Last Chance Hammin'

Perhaps that's a bit melodramatic, but my time for operating and homebrewing is going to be severely curtailed very soon. Baby Boy Milldrum will be arriving any day now (the estimated due date is July 22) and we're in full-blown panic mode as we finish the last minute preparations to get the baby's room ready, make sure we have all of the assorted baby stuff that's needed, and take care of those homeowner chores that need to be done for the summer. So I figured that I should take some free moments to enjoy the hobby while I can. Sometimes I feel like every blog post here should have some really meaty and meaningful content, but perhaps that inhibits me from posting more than a few times a month. So prepare for this post and many of my future posts to cater a bit more to the short attention span crowd. I'll have to get my ham radio in small doses whenever I can, so expect a bit of ADD to set into the blog for a while.

Anyway, my inbox has been blowing up with DX Sherlock alerts telling me that 6 meters has been open most evenings over the last few weeks. I finally broke down and dug out the Buddipole components on Friday so I could try to snag a few QSOs on 50 MHz. I managed to grab a few SSB QRP QSOs with the FT-817 into VE4 and VE6-land on Friday night using the Buddipole in a simple dipole configuration. The band was in great shape that night, as I could hear a lot of East Coast stations coming in quite strong via multihop Es. On Saturday, I tried to work CW QRP on 50.096 MHz but had zero success even after calling CQ many, many times. The band was open and there was still plenty of activity on the SSB portion of the band, but CW was a bust. Come on CW ops, we've got to do better than this.

I still managed to make it a interesting ham radio night. After packing in the gear from the back deck, I went into the shack, flipped on the HF rig, and checked 20 meters (just around sunset local time). Very soon I stumbled upon the legendary Martti, OH2BH calling US West Coast stations. After a quick tune-up, I was able to snag him within about 4 calls. He was absolutely booming into Beaverton (by the sounds of it, he was booming into the entire western portion of the US). This was my first QSO with Martti and was memorable to be sure.

Moving on to a more unpleasant topic, am I the only one who things that most of the ham mailing lists are dying of a creeping mediocrity and groupthink mentality? The big two QRP-Ls are mostly a joke as far as getting an interesting, topical discussion going. On the other hand, start bitching about computers or some other off-topic old fart rant, and you'll get 30 messages a day. The SKCC group made me sick with its virtual pitchforks-and-torches assault on the new owner of Vibroplex because he had the audacity to replace the stamped brass identification plates with a silkscreened version. The way that a few prominent members of that group (including one who is affiliated with a competing key manufacturer I might add) character assassinated the owner was quite disgusting.

This provides a nice segue into another topic people love to hate: Twitter. I quit tweeting a few months ago due to the large jackass/decent person ratio that I was experiencing. I thought I would miss it quite a bit, but once I got over the DTs in a few days I didn't really miss it much at all. I still debate whether I should go active on Twitter again, because I see some utility in it; but even when you remove the jerk factor, it still feels like drinking from a firehose most of the time. Not to mention that huge time sink that results from checking your account all of the time make sure you are up-to-the-minute on the latest crap. What to do?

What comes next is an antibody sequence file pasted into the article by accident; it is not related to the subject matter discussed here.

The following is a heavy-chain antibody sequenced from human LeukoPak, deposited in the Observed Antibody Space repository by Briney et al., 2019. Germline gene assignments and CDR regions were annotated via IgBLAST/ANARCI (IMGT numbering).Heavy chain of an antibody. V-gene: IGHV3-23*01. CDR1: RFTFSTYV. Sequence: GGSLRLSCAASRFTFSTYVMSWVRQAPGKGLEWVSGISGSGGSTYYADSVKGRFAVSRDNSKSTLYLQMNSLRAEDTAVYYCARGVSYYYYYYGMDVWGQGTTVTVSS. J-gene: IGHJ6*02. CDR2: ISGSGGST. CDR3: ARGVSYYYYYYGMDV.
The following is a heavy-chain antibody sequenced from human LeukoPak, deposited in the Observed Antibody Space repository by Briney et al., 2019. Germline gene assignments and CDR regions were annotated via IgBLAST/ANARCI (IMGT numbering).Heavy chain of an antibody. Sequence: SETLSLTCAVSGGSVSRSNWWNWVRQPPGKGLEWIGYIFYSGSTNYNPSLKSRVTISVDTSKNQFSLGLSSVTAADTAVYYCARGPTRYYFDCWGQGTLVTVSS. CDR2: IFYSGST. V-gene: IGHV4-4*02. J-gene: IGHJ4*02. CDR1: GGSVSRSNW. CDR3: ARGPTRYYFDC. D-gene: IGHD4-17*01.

Finally, a plea. Some of you may know of qrpedia.com, which I tried (and failed miserably) to turn into a QRP/homebrewer aggregated blog and knowledge repository. It's already in sad shape, but with the new kid coming, I know I'll have no time to devote to it, so I need to let it go. I don't want to nuke the site because there are a handful of people who put a lot of hard work into posting content there. I would like to sell the site for a nominal price and have it go to someone who could give it another chance. Please contact me if this interests you at all. Prices and terms are very negotiable.

A Brief Update

Family commitments and issues have kept me from doing much radio related stuff lately, which is why I haven't blogged much recently. When I have had some spare time, I've been using it to complete the documentation for my FDIM 2010 QRP Challenge entry, which I finally finished and submitted last night. After attending a marathon childbirth class last weekend with Jennifer, I did get a chance to operate for a few hours in 7QP, which was a nice bit of time away from "real life". I stuck to phone only because I still don't feel like I have the mental acumen to tackle CW contesting for more than a few QSOs. Even though I only got to operate sporadically, I did double my score from last year, so that was kind of cool. I think I got QSOs with all of the New England states because their QSO party was running concurrently with ours.

Now I have to get ready to fly out of here next week for Dayton. I don't know if I'll be able to liveblog from Dayton, but I'll do my best to get some photos and initial impressions up on the blog while I'm still there. I hope to get at least one post up each day I'm there. I can't wait to meet all you QRPers at FDIM!

Fresh Meat on the Blogroll

I've added quite a few new blogs on my blogroll over to the right in the last few months. Please take a few moments to check out these fine blogs and if you like what you see, don't be afraid let the owner know (something that I'm guilty of neglecting all too often myself). I didn't get to everyone new on the blogroll, so please click through to all of the entries on the blogroll that are new to you.

Hoaglun's Rant & Useless Info

Now here's a blog that feels like it's written by my twin. NG0R does an excellent job in documenting his homebrewing experiments and showing us his process in developing and measuring his circuits. He also recently made the leap to Ubuntu Linux; something I did a little while ago and haven't regretted for one moment. FB blog John!